No chief executives at Fortune 100 companies have donated to Donald Trump's presidential campaign through August, according to a new report.
According to a Wall Street Journal analysis of campaign donations, this is a drastic difference compared to the 2012 election, when the Journal reports that nearly a third of Fortune 100 CEOs supported the then Republican nominee Mitt Romney.
What's more, 19 of the nation's largest 100 companies gave to the other Republican candidates, including Go. Jeb Bush and Sen. Marco Rubio, during this year's primaries. But since Trump became the GOP's nominee, a whopping 89 out of the 100 top CEOs have not supported either presidential candidate. The remaining 11 have backed Democratic nominee Hillary Clinton, the Journal reports.
In comparison, Democratic nominee Hillary Clinton has received twice as many donations from Fortune 100 execs than President Obama did in 2012, according to the Journal. Just last month, Clinton received checks for $2,700 from Apple's (aapl) Tim Cook, American Airlines' (aal) Doug Parker, and Nike's (nke) Mark Parker. Individuals are capped at donating $5,400 to a candidate
The Journal reports that the 11 CEOs that back Clinton have donated more than $30,000 to her campaign. The financial loss for Trump's campaign is modest, but garnering support from top executives is often a goal for candidates, as it gives off the impression to voters that the candidate is competent, especially on economic issues, according to the Journal.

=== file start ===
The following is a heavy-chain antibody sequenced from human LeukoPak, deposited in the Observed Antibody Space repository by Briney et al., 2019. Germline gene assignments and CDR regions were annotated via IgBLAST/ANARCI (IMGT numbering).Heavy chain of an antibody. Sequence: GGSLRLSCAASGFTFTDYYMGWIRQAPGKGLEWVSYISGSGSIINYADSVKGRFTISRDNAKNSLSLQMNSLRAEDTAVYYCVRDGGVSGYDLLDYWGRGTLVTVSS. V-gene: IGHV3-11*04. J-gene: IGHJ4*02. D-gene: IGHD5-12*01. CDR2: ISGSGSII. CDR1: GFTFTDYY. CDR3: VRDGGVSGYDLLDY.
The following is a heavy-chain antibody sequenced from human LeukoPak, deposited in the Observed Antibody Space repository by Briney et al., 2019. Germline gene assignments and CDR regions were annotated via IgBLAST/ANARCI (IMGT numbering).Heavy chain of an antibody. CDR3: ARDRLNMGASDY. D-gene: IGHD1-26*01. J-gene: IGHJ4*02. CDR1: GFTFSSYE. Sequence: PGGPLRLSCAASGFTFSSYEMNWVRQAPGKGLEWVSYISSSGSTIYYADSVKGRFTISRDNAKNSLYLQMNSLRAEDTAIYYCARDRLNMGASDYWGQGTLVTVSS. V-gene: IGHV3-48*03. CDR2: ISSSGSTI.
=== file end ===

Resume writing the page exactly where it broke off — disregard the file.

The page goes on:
But top execs aren't showing Trump that desired support, and some CEOs like Meg Whitman, CEO of Hewlett Packard, have publicly criticized him.
The Journal reports that she called Trump “reckless and uninformed” in a Facebook post last month, and urged for other Republicans to not support him.
Whitman reportedly donated $100,000 to a super PAC that was backing Romney in 2012.
The CEO of General Electric, Jeffrey Immelt, called Trump’s comments about Mexicans and Muslims “unacceptable” in an interview with Vanity Fair last month, the Journal reports. Immelt donated to Sen. Lindsey Graham during the GOP primary.
Trump's controversial campaign is the main reason he has not gained support from top execs. GOP strategists told the Journal that CEOs are likely not supporting his campaign out of "concern for public criticism." That concern is apparently quite valid as Oculus Rift co-founder Palmer Luckey responds to backlash after donating to the pro-Trump organization Nimble America.
“Any contribution would cause pushback from employees and customers. When you contribute, you own that candidate’s positions and persona," Ed Rogers, a Republican lobbyist and consultant, told the Journal.